Thank you to our guest author Ashley Henrickson for this interesting post. Ashley is a M.A. student at the University of Lethbridge and the Museum Educator at the Galt Museum and Archives. Her research examines the experiences of young people living in the Canadian Prairies whose fathers or brothers served overseas during the First World War. Ashley received the Roger Soderstrom Scholarship in 2017. The funds from this scholarship allowed her to visit archives across Alberta and present her research at “Children, Youth, and War,” a symposium hosted by the University of Georgia.
A never-ending cycle of children, chores, and neighbors cut through Isabelle Brook’s home, constantly interrupting the letters she wrote at her kitchen table. Isabelle apologized for her “jumbled up” proses as she paused to prepare dinner, answer the door, or tend to her busy children: “Alice is here wiggling around like a little eel, so I must quit”; “Gordon is wakening up I must go”; “Glen’s upset the ink over the table cloth now.” The constant movement suggests that life for Isabelle and her five children may have been lonely without their father, but it was not dull.
The hundreds of “jumbled up” letters that Isabelle wrote from her kitchen table in Craigmyle, Alberta, are a valuable and vibrant record of Alberta’s past. She sent these letters to her forty-five-year-old husband, Sidney Brook, who served on the Western Front with the Canadian Expeditionary Force from 1916-1918. In response Sidney sent hundreds of letters to his family, which were preserved alongside Isabelle’s by their descendants and then donated to the Glenbow Archives. The Brook’s collection is especially valuable because very few letters sent from families living in Alberta to soldiers serving overseas have survived to the modern day. This is because soldiers, like Sidney, were constantly moving across the Western Front and had to carry all their personal belongings with them. This forced them to destroy all but a few precious letters that they could fit in their pocket.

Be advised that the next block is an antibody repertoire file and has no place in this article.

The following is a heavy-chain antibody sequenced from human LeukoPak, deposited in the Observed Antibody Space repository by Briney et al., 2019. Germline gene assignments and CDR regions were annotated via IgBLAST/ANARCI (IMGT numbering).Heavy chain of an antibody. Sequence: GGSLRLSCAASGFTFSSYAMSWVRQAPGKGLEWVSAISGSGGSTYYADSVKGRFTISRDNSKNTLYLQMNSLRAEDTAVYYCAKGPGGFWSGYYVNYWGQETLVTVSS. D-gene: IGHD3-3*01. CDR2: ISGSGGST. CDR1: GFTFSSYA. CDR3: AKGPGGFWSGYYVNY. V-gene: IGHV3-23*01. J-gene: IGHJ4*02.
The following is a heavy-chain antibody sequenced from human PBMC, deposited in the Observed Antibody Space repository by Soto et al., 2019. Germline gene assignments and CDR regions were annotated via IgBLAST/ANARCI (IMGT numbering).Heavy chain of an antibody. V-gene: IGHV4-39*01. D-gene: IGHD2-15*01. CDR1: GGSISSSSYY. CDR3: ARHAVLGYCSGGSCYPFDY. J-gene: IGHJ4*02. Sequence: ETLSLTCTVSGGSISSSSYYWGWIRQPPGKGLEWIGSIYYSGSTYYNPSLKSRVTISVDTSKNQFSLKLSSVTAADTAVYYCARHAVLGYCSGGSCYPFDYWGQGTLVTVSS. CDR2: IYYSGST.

These valuable letters provide us with a unique window into the Brook’s wartime home as Isabelle described the hardships that she and her five children, Gordon (eight), Arnott (six), Lorne (four), Glen (two), and baby Alice faced. Isabelle’s letter demonstrates that the boys clearly missed their father during the war, as she eloquently described their sadness in a letter to Sidney, writing: “We miss you so dear— the light of life seems to have gone out.” Although only four years old when his father left, Lorne continued to speak about his “Papoo’ almost every day,” as did Gordon and Arnott. Arnott told his mother that he would like to send his father an “aeroplane” for Christmas, instead of the customary package of socks and tobacco, so that he could fly home. Arnott also secretly collected all the cards that his father sent him and hid them in a little shoe box on his bookshelf, meanwhile Lorne stuffed a letter he swiped from Isabelle’s nightstand under his covers. The boys desire to hold on to these tangible connections to their father demonstrate how dearly they missed him.